Credit Card FAQ
How Long is a Credit Card Number?
A credit card number is normally 16 digits long, but some cards like American express are 15 digits long. The actual credit card length varies with the individual company, but all credit card companies are required to follow certain ISO standards for the length of credit card number.
The MasterCard has 16 digits, and Visa is 13 to 16 digits long. The maximum length of any card is 19 digits. A credit card's 16 digits are divided into groups of four. There is also an expiration date on the front, and a three digit numbers on the back of the card.
What Does A Credit Card Number Mean?
The first digit of every credit card is the MII (Major Industry Identifier) digit which denotes the specific industry.
- The 0 is for securities
- 1 and 2 are for airlines
- 3 is for travel and entertainment
- 4 and 5 is for banking and finance
- 6 or 7 is for merchandising
- 7 is for Petroleum
- 8 is for healthcare and telecommunications
- 9 is for state owned or national entities
The MII (Major Industry Identifier) standards or codes listed above are made by the American Bankers Association. The increase of the credit card culture has made these codes common knowledge but they were intended to be kept confidential during creation.
The first six digits of credit card number are known as the IIN (issuer identification number), which also includes the MII digit. These digits represent the institution that issues the credit card to the card holder. The IIN is kept secret as an extra security measure taken to protect against fraud.
After the MII is the Individual Account Identifier which makes up the rest of the digits on the cards except the last one. The last digit is called the checksum or Validity Check Code.
What Length Of Credit Card Numbers Is Used By Which Companies?
The number of digits some of the credit card companies are using:
- American Express: 15 digits
- Bank of America: 16 digits
- Maestro: 12-19 digits
- Solo: 16, 18, or 19 digits
- Switch: 16, 18, or 19 digits
- Visa: 16 digits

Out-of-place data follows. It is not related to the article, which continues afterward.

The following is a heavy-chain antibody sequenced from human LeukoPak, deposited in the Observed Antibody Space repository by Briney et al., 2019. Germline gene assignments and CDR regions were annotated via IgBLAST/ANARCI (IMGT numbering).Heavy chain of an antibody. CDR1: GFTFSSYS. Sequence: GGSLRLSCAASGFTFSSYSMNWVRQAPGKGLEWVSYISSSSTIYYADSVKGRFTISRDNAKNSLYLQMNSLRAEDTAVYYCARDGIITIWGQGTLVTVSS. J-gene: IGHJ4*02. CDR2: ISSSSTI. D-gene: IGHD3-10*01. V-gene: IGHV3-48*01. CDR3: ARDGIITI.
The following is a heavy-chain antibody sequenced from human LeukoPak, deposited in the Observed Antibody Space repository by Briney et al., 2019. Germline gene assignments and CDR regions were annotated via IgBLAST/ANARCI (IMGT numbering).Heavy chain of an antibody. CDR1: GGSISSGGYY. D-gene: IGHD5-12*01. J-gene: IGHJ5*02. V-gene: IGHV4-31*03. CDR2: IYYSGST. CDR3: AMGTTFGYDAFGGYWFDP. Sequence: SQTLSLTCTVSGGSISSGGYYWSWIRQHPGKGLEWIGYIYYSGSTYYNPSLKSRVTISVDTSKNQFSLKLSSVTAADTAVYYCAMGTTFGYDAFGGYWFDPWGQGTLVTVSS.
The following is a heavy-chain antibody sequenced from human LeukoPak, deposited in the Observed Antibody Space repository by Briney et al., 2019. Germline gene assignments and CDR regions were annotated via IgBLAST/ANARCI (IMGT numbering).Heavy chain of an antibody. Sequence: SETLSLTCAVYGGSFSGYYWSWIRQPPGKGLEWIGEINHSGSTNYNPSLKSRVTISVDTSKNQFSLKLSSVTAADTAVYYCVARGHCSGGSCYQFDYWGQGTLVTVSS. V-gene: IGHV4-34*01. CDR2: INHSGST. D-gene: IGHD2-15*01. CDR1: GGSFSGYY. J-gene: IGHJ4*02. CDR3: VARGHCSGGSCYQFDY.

Why Does The Credit Card Number Need To Be 16 Digits Long?
The Individual Account Identifier is assigned randomly with a range of 7 digits to 12 digits. The higher the number of digits, the harder it is to breach the security and indentify the number. The last digit which is known as Validity Check Code or Checksum assures the security as it uses an algorithm to validate whether the credit card number is correct or not.
What Is An Alternative Credit Card Number?
Controlled Payment Numbers are disposable credit card numbers used to prevent online credit card fraud. The concept of Controlled Payment Numbers is to assign a credit card holder another number to be used instead of the real credit card number. This way the customer does not reveal the long credit card number online and remains safe in case someone tries to steal their card number.
The Controlled Payment Numbers are designed to use only for a single time and expire after a limited time. A lot banks like Bank of America and Citibank are offering this service implementing the technology in their own way.
This article explains how and why the credit card number is 16 digits long, how the digits are divided into groups and their significance in tracking the credit card numbers, the security during online transactions, and alternate of credit card numbers to avoid credit card numbers thefts online.
- Apply For The Cerulean Card By Discover Today
- What is the Horizon Gold Card?
- Free from Fees the PenFed Promise Visa Card
- Enjoy Premium Features With The Barclaycard Arrival World MasterCard Without Costs
- Thank You Reward Network Overview
Credit Card FAQ
- How Do I Negotiate With Credit Card Companies?
- How Transferring Credit Card Balances Can Affect Your Credit Score?
- Can I Apply for More Than One Credit Card at a Time?
- How Do I Keep My Ex From Running Up Credit Card Debt On A Joint Account?
- Do I Need Credit Card Insurance?
- More at: Credit Card FAQ
The " How Long is a Credit Card Number?" article is property of CreditCardsCo.com and is copyrighted. The article may not be published, rewritten, broadcast or redistributed without prior written permission.